Thursday, June 4, 2015

Putting the Puzzle Together


Students don't generally talk to me. Sometimes it's like being that proverbial. fly on the wall. They talk around me like I'm not there.

Sometimes the things I glean from snippets are brilliant, silly, or entertaining. Or shocking.

Scene #1: Period 4

Stephanie sat down in front of the instructional aide (IA). 

"Do you think we'll make it?" 

Apparently, Stephanie just learned her boyfriend had cheated on her. (I got that from bits of the conversation.) The IA didn't have much advice--more of a shrugging of shoulders. As I had not been included in the conversation (and I didn't know the particulars), I kept my mouth shut.  

Scene Aside: Period 2

Angel was supposed to be doing computer work, but she got sidetracked. She was looking up images online.  

To her friend: "This one looks like my dad's mug shot. He looked this angry." 

They were looking at actual mug shots.  

Scene #2: Period 5

Student to me: "What's the date?" 

I told her.  

"No! It's my father's birthday. I forgot." 

Well, clearly not. I reasoned that the day wasn't over yet, so a "happy birthday" after school should be fine.  

Stephanie: "That happened to me. I forgot my boyfriend's birthday. I would have forgotten completely if he had not called..." He told her it was a special day. She asked if he was being released. No. It was his birthday.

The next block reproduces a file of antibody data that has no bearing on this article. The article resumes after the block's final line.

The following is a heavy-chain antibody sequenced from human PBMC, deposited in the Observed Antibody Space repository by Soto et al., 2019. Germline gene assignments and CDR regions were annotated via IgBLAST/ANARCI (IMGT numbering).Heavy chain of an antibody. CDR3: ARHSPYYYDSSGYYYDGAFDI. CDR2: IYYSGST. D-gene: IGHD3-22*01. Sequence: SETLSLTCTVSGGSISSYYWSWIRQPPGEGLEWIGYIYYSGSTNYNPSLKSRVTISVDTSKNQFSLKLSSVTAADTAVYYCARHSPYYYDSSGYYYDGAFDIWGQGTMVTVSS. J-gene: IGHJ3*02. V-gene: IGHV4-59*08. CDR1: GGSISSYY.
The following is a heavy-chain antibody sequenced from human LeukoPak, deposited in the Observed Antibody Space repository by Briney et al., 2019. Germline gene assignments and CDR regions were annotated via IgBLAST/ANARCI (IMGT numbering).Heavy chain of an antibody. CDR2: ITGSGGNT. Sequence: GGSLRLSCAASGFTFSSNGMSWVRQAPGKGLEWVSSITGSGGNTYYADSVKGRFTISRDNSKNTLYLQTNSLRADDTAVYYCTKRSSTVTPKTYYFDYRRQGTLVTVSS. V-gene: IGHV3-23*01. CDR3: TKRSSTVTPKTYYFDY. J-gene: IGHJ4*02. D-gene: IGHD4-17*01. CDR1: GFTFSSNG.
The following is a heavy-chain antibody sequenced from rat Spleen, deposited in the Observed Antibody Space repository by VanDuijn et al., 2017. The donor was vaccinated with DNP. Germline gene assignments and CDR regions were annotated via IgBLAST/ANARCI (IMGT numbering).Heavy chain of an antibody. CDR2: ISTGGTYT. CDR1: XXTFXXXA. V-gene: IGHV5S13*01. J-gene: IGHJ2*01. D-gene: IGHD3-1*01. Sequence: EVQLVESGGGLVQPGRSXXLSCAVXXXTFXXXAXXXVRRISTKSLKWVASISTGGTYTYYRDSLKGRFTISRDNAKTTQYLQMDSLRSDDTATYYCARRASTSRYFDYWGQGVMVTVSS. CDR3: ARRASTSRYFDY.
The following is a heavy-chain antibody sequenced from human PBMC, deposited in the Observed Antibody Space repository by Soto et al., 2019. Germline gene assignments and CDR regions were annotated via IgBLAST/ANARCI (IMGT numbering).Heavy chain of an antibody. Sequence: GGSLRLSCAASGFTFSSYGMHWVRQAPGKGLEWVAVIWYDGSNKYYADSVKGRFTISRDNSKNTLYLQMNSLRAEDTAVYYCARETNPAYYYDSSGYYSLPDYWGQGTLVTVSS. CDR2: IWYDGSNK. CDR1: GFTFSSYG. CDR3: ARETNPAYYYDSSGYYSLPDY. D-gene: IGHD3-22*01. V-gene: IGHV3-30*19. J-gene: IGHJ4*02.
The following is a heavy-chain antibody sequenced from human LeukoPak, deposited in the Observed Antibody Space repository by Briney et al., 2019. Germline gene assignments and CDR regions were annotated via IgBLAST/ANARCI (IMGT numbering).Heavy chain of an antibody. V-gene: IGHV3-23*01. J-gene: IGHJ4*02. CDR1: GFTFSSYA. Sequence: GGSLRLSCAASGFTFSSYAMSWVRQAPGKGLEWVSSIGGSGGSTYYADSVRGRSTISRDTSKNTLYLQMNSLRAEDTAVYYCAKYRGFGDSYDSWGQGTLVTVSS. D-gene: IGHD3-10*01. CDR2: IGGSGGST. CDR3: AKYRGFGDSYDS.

Released. As in, from prison. Yep, Stephanie's boyfriend is in jail. 

Scene #3: Period 7

Stephanie and Angel were talking. Stephanie was still upset over cheating boyfriend. 

Stephanie: "Is he now homosexual?" 

Angel: "When my dad got out after 12 years, he was fine..." 

END 

So... Yeah...  

28 comments:

  1. Wow, the conversations I never heard when I was in high school...

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  2. Time has sure changed. I'm with Alex here. Never heard any of those conversations when I was in high school either

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    1. Neither did I. I guess they save that for the adults. (Of course, being at the continuation high school might have been part of it.)

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  3. OK ...um I am so glad I went to school when I did. I just was wondering what TV show to watch and everyone was talking about Luke and Laura from General Hospital. my mouth is open from the girl talking about her dad's mugshot.